Expectations were high for Olivia Wilde’s directorial debut, but Booksmart ended up underperforming at the box office, for reasons post mortems couldn’t quite decide. Some have suggested a gender-reversed Superbad simply wasn’t going to find an audience, because the audience for those types of comedies is predominately male. Others that it was too woke for its own good (that cinemagoers generally aren’t interested in the progressive obsessions of the Twitterati). Whatever the reason, it deserved a wider audience, as Wilde takes an inventive screenplay and attacks it with style and humour. They should be throwing Charlie’s Angels projects at her, not Elizabeth Banks.
I’m slightly surprised the screenplay is as good as it is, given there are four credited writers (Emily Halpern and Sarah Haskins penned it and it was then rewritten first by Susanna Fogel and then Katie Silberman). That often spells trouble, but the joins are remarkably seamless in this tale of bookish best friends Amy (Kaitlyn Dever) and Molly (Beanie Feldstein), the former a budding lesbian and the latter class president, who learn that many of the classmates they looked down on for partying during school have nevertheless also managed to gain places to prestigious colleges. Aghast and outraged, they decide to use their last night before graduation to go to a party themselves (“I am going to experience a seminal fun anecdote and we are going to change our stories forever”).
It’s a serviceable set up for strange and whacky encounters en route, the kind of template that has been fruitful for a variety of quest comedies (Harold and Kumar Get the Munchies springs to mind), and those encounters and detours are often agreeably inspired, including a deserted party on a rich kid’s yacht and a murder mystery event where they discover they were earlier spiked with hallucinogenic strawberries. There are random encounters with their principal (Jason Sudeikis) and a pizza delivery man (Mike O’Brien), who later turns out to be the dreaded Valley Strangler. Eventually, they reach the party they’ve been striving to attend, where prospective romantic liaisons are dashed and others develop.
The essential good-heartedness of Booksmart reminded me more of John Hughes than the acidic gross-out of the Apatow oeuvre, which is to its credit. Sure, there’s vomiting and the kind of dialogue Hughes would have backed nervously away from (“You know what, my vagina is stuffed with diplomas”), but the rites-of-passage element, of friends looking out for each other, arguing and making up, and of tentative liaisons, is very much the kind of material that was Hughes’ bread and butter. And Wilde’s visual style, aided by cinematographer Jason McCormick, takes the kind of larger-than-life approach Hughes increasingly favoured and runs with it, most redolently in its marriage of image to soundtrack, which is funny, furious and freewheeling.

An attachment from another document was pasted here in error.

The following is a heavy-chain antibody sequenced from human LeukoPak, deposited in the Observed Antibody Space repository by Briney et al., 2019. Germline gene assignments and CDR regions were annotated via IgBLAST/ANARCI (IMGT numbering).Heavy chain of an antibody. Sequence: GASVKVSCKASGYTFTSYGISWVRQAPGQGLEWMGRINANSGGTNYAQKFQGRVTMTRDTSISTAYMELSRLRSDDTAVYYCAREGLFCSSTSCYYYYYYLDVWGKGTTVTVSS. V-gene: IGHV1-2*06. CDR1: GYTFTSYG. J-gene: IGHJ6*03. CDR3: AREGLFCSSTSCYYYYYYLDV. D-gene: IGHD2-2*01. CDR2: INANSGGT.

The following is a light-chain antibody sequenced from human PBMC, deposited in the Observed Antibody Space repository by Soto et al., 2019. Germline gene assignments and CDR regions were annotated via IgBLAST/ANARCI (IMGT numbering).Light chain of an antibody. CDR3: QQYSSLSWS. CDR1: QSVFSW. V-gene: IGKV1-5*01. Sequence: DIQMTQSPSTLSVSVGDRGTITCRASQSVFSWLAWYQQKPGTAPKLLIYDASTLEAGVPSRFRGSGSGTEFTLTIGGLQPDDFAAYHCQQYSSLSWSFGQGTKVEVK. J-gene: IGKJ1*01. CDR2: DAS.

Apparently, Wilde’s guiding principal was that high school is war, but she’s created a movie where no one leaves as truly damaged goods, and even the professed nerds are extremely articulate and desirable (to someone). Everyone who’s cruel or malicious to someone else has their own story to tell, and is probably just misunderstood when it comes down to it. Which some might call overly optimistic and massaging the actual horror of school, but isn’t that exactly what Hughes tended to do?
Leads Dever (of Justified) and Feldstein (of Jonah Hill sibling status, and previously Lady Bird) have great chemistry, but Feldstein inevitably steals the movie in the same way her brother is prone to, great with the sarcasm and rage and also with the sincerity. There are some lovely supporting turns here too. Billie Lourd has a nothing role in the Disney Star Wars trilogy, but she’s very funny as vitamin-snorting, out-there-somewhere Gigi, who somehow manages to reach each successive destination before the lead duo, despite their having left her behind (“How are you dry?” they wonder after they last saw her diving into a harbour). Skyler Gisondo offers the movie’s closest approximation to Pretty in Pink’s Duckie as rich kid Jared.
Wilde’s major plot addition was apparently the trip sequence, an amusing excursion into animation as the girls see themselves as plastic fashion dolls. It’s the closest Booksmart comes to the anything-goes attitude of Harold and Kumar and possibly shouldn’t really fit, but Wilde’s done such a proficient job of creating a heightened vibe by this point, through visuals and supporting characters, that it slots right in. Booksmart had a lot of hype surrounding it, but unlike many such movies of 2019, it’s one that lives up to the good press. It’s an poppy, feel-good movie that leaves you on a high.
Addendum 09/08/22: With the torrents of woke drowning out all other conversation in the period since, it might be interesting to go back and see if I now find Booksmart entirely repulsive…